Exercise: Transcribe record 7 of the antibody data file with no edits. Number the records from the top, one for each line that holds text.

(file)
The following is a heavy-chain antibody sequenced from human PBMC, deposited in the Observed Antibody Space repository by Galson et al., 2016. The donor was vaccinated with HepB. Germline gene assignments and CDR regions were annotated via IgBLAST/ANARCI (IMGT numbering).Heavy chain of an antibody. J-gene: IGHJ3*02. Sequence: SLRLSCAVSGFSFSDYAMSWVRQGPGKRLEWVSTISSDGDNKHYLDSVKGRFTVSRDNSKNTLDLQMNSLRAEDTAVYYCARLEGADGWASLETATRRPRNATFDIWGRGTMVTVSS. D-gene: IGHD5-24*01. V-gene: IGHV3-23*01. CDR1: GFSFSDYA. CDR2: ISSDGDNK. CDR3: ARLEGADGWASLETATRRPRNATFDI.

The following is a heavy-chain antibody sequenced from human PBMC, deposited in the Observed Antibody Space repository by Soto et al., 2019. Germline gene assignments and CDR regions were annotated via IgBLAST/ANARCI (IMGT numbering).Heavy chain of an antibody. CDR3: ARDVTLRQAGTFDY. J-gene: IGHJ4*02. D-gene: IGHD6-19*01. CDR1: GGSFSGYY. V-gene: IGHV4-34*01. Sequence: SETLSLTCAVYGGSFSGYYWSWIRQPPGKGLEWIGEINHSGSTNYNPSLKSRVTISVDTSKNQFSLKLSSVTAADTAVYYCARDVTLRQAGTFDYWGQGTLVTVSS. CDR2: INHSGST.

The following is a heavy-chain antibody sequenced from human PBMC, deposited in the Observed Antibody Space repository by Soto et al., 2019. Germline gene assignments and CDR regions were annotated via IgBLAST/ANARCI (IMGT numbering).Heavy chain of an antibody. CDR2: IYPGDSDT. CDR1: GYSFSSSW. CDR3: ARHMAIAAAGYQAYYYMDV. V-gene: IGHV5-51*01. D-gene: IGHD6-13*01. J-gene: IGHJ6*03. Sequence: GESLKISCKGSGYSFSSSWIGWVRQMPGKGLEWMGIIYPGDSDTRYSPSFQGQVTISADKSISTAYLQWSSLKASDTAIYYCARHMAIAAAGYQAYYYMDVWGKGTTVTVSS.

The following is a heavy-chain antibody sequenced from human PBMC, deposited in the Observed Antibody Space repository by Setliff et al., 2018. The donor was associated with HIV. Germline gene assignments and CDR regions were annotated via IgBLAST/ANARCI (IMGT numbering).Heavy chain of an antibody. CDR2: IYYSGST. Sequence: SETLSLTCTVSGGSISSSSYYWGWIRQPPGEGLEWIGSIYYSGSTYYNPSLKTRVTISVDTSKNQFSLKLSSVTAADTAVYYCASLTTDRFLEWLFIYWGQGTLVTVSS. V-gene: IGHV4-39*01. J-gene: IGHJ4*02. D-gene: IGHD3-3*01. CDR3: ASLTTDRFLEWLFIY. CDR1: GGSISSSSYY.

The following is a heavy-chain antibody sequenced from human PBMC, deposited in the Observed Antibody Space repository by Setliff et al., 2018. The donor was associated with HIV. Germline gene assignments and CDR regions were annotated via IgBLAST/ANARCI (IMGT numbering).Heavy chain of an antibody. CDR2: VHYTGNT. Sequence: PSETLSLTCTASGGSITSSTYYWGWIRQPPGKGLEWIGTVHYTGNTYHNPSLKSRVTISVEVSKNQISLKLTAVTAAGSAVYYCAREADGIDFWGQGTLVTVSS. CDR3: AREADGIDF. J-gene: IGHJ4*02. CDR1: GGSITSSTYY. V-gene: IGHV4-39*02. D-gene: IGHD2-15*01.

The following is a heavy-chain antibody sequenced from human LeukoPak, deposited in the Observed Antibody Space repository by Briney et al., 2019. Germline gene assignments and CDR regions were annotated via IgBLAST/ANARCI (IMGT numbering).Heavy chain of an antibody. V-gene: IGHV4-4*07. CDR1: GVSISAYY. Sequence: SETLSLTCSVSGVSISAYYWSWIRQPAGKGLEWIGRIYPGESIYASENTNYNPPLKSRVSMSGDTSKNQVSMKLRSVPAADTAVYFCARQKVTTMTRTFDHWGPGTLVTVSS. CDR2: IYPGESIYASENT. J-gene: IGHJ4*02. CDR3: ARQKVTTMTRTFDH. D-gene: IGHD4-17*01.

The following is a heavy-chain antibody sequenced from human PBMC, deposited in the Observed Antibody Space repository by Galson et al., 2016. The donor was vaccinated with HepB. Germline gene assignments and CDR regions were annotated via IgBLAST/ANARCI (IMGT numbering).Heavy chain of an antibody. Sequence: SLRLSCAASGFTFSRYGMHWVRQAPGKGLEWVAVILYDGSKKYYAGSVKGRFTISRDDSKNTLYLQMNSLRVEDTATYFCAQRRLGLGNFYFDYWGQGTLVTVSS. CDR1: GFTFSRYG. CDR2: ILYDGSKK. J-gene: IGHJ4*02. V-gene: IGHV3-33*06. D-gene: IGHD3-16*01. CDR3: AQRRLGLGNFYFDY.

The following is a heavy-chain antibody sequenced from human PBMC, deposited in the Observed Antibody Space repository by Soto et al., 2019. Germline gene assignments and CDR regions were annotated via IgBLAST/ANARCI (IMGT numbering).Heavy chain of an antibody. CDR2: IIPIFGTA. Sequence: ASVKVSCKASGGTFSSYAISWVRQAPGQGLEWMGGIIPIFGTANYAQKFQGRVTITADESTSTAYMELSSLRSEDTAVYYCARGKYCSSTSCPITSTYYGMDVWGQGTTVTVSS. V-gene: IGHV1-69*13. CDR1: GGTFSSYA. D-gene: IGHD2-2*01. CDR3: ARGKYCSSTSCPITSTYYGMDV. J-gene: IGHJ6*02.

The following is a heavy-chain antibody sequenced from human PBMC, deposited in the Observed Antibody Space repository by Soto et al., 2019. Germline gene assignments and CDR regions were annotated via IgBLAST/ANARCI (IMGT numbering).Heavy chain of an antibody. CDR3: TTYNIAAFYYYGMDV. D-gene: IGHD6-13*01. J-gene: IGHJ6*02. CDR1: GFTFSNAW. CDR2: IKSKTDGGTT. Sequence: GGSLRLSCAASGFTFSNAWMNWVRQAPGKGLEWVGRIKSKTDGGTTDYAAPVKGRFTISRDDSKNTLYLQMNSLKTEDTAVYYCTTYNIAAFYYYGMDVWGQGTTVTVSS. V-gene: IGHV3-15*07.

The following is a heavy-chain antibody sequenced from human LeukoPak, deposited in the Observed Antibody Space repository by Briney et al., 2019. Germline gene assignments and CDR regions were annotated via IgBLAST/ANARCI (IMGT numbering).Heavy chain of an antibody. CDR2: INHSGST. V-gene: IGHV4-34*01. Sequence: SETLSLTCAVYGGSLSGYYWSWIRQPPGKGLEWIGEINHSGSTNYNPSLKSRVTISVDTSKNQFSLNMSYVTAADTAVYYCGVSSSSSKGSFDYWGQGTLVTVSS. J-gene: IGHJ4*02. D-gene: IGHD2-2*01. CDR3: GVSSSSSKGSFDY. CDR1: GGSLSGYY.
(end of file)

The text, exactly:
The following is a heavy-chain antibody sequenced from human PBMC, deposited in the Observed Antibody Space repository by Galson et al., 2016. The donor was vaccinated with HepB. Germline gene assignments and CDR regions were annotated via IgBLAST/ANARCI (IMGT numbering).Heavy chain of an antibody. Sequence: SLRLSCAASGFTFSRYGMHWVRQAPGKGLEWVAVILYDGSKKYYAGSVKGRFTISRDDSKNTLYLQMNSLRVEDTATYFCAQRRLGLGNFYFDYWGQGTLVTVSS. CDR1: GFTFSRYG. CDR2: ILYDGSKK. J-gene: IGHJ4*02. V-gene: IGHV3-33*06. D-gene: IGHD3-16*01. CDR3: AQRRLGLGNFYFDY.